Above, from left to right: A large yew tree (Taxus baccata) growing near the portcullis on the lower drive of The Cloisters; a detail of the yew in fruit in mid-November. The gelatinous red flesh surrounding the seeds is as sweet as it looks, and is innocuous, but the seed itself is very toxic, as are the leaves.
There is here above the brotherhood
A bright tall glossy yew;
The melodious bell sends out a keen clear note
In St. Columba’s church.
—Fragment of an Irish poem, ca. 800–1000
A famously long-lived tree of ancient significance, the yew (Taxus baccata) has borne both positive and negative connotations. As Geoffrey Grigson notes, yew was beneficent in its character as a protective tree, to be grown in dooryards and churchyards (perhaps because of the red fruit, often a sign of apotropaic power); it was a tree of life, both as an evergreen and because of the great age and stature it could attain. However, yew also had more somber and funereal associations because of its poisonous nature.
In Greco-Roman antiquity, the yew was sacred to the Furies and was a plant of ritual purification; according to both the Roman natural historian Pliny and the poet Ovid, yew was a tree of hell and grew near the entrance to the underworld. Yew was planted on tombs and was associated, like the cypress, with death. It was also a sacred tree of the Celts, planted anciently in the British Isles, where many famous specimens, like the Fortingall Yew, remain.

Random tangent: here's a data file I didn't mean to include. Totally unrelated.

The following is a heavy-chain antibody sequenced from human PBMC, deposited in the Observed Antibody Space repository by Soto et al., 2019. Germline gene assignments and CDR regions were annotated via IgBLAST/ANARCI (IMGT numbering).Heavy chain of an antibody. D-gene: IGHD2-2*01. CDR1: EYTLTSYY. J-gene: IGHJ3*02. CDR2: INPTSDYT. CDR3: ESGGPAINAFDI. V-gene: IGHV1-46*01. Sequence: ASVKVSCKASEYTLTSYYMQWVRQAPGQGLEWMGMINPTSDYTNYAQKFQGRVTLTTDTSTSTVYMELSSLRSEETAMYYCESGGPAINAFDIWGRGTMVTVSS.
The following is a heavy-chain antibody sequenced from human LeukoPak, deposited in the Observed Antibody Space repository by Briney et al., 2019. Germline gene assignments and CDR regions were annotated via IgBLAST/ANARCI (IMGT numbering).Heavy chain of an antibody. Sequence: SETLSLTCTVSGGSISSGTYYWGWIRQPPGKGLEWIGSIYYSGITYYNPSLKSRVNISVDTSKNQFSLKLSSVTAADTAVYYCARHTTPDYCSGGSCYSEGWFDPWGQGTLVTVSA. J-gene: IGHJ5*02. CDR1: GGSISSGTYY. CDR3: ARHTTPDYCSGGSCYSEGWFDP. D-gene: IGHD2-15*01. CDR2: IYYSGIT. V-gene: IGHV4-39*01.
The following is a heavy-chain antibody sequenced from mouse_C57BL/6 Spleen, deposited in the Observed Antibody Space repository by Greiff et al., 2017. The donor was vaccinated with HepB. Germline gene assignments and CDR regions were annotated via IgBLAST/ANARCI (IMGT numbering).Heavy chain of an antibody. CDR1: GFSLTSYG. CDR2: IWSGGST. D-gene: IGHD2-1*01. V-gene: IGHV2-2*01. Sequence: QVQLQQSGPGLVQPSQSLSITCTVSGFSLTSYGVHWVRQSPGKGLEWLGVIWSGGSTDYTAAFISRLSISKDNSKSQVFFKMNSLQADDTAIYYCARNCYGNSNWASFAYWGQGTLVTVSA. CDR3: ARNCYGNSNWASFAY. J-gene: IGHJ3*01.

Christian commentators associated the poisonous fruit with sin and death, but despite this link, yew was used as a Christmas green in Europe. (Like the boxwood that will be the subject of next week’s post, the yew was used not only at Christmas but also on Palm Sunday as a substitute for the exotic palm, which would only have been available in southern Europe.) The Renaissance painter Girolamo dai Libri juxtaposes a yew tree, as a symbol of the Tree of Death, with a pomegranate in flower, signifying the Tree of Life in his Presepe dei Conigli, or Nativity with Rabbits. (An image of this work is available on the website for the Dioceses of Verona, Italy.) Dai Libri also contrasts the Tree of Life and the Tree of Death in the Met’s Madonna and Child with Saints. In this work the Tree of Life is a magnificent bay laurel; the Tree of Death is unidentifiable.
Yew was a useful as well as a symbolic tree. Both its hardness (a post made of yew was said to outlast one made of iron) and its flexibility were exploited in weaponry: Beowulf’s shield was made of yew, and yew was also the wood of choice for the medieval longbow.
Grigson, Geoffrey. The Englishman’s Flora. London: J. M. Dent & Sons, 1955.
Levi D’Ancona, Mirella. The Garden of the Renaissance: Botanical Symbolism in Italian Painting. Firenze: L. S. Olschki, 1977.